Turkish Foreign Minister Ahmet Davutoğlu has said that Turkey will not pay the 90 million euros in non-pecuniary damages awarded by the European Court of Human Rights to Greek Cypriots who suffered from the Turkish military intervention made in 1974 in Cyprus, Turkish daily ‘Hurriyet’ reports.
“In terms of the grounds for this ruling, its method and the fact that it is considering a country that Turkey does not recognise as a counterpart, we see no necessity to make this payment,” Foreign Minister Ahmet Davutoğlu said at a press conference on 13th May.
The ECHR’s ruling consists of some “legal contradictions” and therefore Turkey does not see it at as binding in terms of payment, he said.
The foreign minister went on to say that Turkey could not be forced by any court to pay recompense to a state – South Cyprus – that it does not recognise. “The court has exceeded its authority in intervening into a state-to-state problem.”
Turkey has, in the past, refused to pay similar awards on the ECHR’s Cyprus rulings over individual applications by Greek Cypriots, Turkish diplomatic sources said, also referring to a separate ECHR ruling that Russia did not carry out.
In this case, the Council of Europe Ministers Committee could issue a condemnation against Turkey for implementing the ECHR order.
The Turkish government will inform the ECHR about its decision to not pay the fine, outlining its reasons, sources say.
In its ruling on a lawsuit filed by South Cyprus in 1994, the ECHR found Turkey guilty on 12th May of violating European human rights agreements, stating that the whereabouts of 1,491 Greek Cypriots was still unknown and that 211,000 Greek Cypriots were forced from their homes after Turkey’s intervention in Cyprus in 1974. The ECHR ordered Turkey to pay 30 million euros to be distributed to the living relatives of the missing people, while it said 60 million euros in damages should be paid for “the enclaved Greek-Cypriot residents of the Karpas peninsula.”
Davutoğlu described the timing of the ruling as “not well-intentioned.”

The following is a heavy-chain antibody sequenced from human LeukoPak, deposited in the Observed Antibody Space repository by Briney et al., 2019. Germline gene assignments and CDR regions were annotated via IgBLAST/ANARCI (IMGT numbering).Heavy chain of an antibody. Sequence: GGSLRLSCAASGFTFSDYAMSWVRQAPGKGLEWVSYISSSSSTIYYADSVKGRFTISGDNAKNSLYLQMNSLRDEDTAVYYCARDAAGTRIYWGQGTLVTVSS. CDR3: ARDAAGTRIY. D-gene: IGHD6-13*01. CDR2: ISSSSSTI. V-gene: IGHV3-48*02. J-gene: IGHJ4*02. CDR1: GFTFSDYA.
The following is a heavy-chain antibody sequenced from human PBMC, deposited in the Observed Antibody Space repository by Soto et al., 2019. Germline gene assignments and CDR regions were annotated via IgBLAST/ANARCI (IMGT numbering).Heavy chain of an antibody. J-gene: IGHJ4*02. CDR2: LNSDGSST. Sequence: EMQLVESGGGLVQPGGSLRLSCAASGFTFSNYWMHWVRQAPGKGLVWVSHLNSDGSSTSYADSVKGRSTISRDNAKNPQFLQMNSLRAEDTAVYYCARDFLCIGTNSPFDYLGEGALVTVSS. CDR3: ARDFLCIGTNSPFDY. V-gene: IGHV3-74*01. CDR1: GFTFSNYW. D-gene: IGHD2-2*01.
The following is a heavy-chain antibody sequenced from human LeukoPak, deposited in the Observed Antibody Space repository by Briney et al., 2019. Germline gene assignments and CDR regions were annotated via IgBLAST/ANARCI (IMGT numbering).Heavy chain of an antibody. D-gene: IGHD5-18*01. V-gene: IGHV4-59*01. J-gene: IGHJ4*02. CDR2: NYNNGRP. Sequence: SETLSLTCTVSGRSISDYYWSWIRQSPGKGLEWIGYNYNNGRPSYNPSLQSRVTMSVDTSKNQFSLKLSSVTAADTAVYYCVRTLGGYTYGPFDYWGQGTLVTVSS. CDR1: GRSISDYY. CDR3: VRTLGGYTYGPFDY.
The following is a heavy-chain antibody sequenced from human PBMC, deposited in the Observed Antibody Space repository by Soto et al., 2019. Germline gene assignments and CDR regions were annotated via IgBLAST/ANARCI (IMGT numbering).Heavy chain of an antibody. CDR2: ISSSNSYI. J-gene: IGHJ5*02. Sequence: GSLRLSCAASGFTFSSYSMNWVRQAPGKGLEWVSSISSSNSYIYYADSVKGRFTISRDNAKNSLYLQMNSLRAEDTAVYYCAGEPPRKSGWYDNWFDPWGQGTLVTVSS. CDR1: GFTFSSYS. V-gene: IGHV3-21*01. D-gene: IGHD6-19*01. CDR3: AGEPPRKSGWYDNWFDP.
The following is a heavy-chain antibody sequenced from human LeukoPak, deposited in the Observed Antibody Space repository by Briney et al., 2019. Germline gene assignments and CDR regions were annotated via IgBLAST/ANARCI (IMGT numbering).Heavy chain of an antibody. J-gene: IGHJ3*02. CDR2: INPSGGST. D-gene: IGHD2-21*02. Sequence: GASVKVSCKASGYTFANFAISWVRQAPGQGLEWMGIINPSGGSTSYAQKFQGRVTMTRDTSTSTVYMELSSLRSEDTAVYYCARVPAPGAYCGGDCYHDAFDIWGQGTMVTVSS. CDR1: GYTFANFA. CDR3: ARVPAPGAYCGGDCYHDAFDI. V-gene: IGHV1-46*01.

“The ECHR should rule on all the missing people cases, including the Turks in Turkish Cyprus,” he said.
“The timing is unfortunate, the comprehensive peace talks have been dealt a huge blow,” Davutoğlu said, referring to the recently relaunched Cyprus negotiations to reunite the island.
The minister drew attention to a committee established for missing persons in Cyprus.
“The court’s decision is based upon the 1,491 missing Cypriots but lots of them are not even on the missing list,” said Davutoğlu. “Therefore, the order’s basis is not clear at all.”
If the ECHR has taken a decision about the missing Greek Cypriots, then the court should take a decision about missing Turkish Cypriots as well, he said.
He also welcomed U.S. Vice President Joe Biden’s visit to the Karpaz peninsula as an important step, as long as both sides will be treated equally. The minister said he could pay a visit to North Cyprus in the near future.
The ECHR ruling is “a political decision,” said TRNC President Derviş Eroğlu.
The court order will not influence the ongoing Cyprus negotiations, Deputy Prime Minister Beşir Atalay said, while EU Minister Mevlüt Çavuşoğlu expressed concern over the negative impact of the ruling on ongoing reunification talks.
Meanwhile, neither Prime Minister Recep Tayyip Erdoğan nor main opposition Republican People’s Party (CHP) leader Kemal Kılıçdaroğlu mentioned the case during their parliamentary group meetings on 13th May.
Turkish Foreign Ministry Spokesman Tanju Bilgiç said late on Monday that the ruling is “unfair and contrary to the facts of Cyprus, its content has faults and incoherence, is devoid of legal basis and has no possibility of being put into practice amid the continuing circumstances in Cyprus.”
“Turkey will maintain its determined attitude for a permanent solution on the Cyprus issue despite the court’s unfair order, which constitutes a new legal error,” he said.